Hip hop artist Celo speaks out about the significance of music

March 16, 2018

Brandeis allows students to explore their passions, take control of what they like to do and make it their own. One student, Marcelo Brociner ’18, or Celo, has been pursuing his love of hip hop for the last six years, since his junior year of high school, and has been recording music for five years. “I started writing raps in my garage. With our whole friend group, the criteria was, ‘if you are in the garage, you have to have a verse to rap’ so that is how I got into writing music,” he reflected. His friends encouraged him to take music seriously, so he began recording music on a real microphone.

The only instrument Brociner needs is his voice. “I used to be good at Guitar Hero, I played trumpet in elementary school, and the recorder does not count,” he said. “Other than that I do not play any instruments. My friends make all the beats that I rap on.” Of performing, Brociner said, “there is something reciprocal about it that feels really good. It is a connection that you cannot really form in any other way.”

Brociner only performs original music. “I never have or will in my life perform a cover. The reason for that is for other genres, covers are totally making complete sense because if it is a sung song, you can totally give it your own flavor based on your voice, but if you are rapping, you cannot really deliver a different rap verse much different than the original verse would have been,” Brociner explained. Though primarily focused on rap, Brociner said he hopes to branch out into “more club type beats.”

Growing up, Brociner listened to Cuban rap group Orishas. “They are really revolutionary with how they made music, but it is rap, and that is the early roots of my rap influence,” he said. Though he cites Orishas as one of his biggest inspirations, Brociner credits Bob Dylan as an early rapper and looks to artists like Kendrick Lamar and Frank Sinatra for guidance. “The stage you are in your own craft dictate how much influence that these artists have on you,” he pointed out. “I think certain artists will influence the sound more and other artists will influence the message more. It really depends on what stage in your craft you are at, still figuring out who you are, it’s easier to latch onto, but once you change up how much you want to draw from other people because you have more identity behind it.”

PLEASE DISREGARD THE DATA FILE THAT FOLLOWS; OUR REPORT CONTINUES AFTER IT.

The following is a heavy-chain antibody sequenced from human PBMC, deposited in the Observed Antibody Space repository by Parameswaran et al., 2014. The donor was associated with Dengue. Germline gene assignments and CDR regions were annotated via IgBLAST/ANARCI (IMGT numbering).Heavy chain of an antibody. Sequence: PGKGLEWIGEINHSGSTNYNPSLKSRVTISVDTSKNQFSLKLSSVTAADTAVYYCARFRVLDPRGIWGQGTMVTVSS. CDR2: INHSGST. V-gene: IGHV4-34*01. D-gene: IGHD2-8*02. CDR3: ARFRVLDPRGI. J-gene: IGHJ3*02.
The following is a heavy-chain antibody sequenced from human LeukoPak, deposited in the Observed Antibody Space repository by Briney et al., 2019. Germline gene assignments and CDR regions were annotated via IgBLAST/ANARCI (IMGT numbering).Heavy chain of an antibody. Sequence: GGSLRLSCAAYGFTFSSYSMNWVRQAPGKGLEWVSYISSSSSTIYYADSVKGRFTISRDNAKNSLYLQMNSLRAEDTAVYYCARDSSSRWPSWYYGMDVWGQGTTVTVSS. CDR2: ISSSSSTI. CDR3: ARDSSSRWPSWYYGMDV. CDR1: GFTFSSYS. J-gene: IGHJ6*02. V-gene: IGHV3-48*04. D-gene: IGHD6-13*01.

“It is not healthy to try to sound like one specific person for your own craft for whatever you are working on, like music, writing, painting or photography. You are not contributing anything if you are just replicating,” Brociner argued.

One of Brociner’s songs, “L-W,” is particularly significant to him. He wrote the song shortly after a friend passed away from drugs and alcohol. The album, also titled “L-W,” “was supposed to give a message about how to take a loss and make a lesson or a win out of it, so that meant a lot to me in that sense.” Brociner dedicated his song “Domino” to his family. “I’ve got a tattoo of a domino on me. This song is a dedication for my dad and I for our birthday. Dominoes are huge in Cuba, so this song is an ode to my parents,” he said.

For Brociner, the best part about being a rapper is “whenever one person or anybody, whether they are my best friend or if I never really talked to them before, reaches out to me saying ‘this line resonated with me so much,’ which is really what I care about.”

“I have always treasured that the most, because I am doing what I should be doing, which is just making things for myself, that will then resonate with other people,” he said.
Brociner plans to continue to make music after graduating from Brandeis. “It is not something that I can just stop doing. Any artist no matter what they are doing can say that because it is just too vital of an outlet to cut off because things will continue to just get caught up in your brain. That is what art is all about,” he said.

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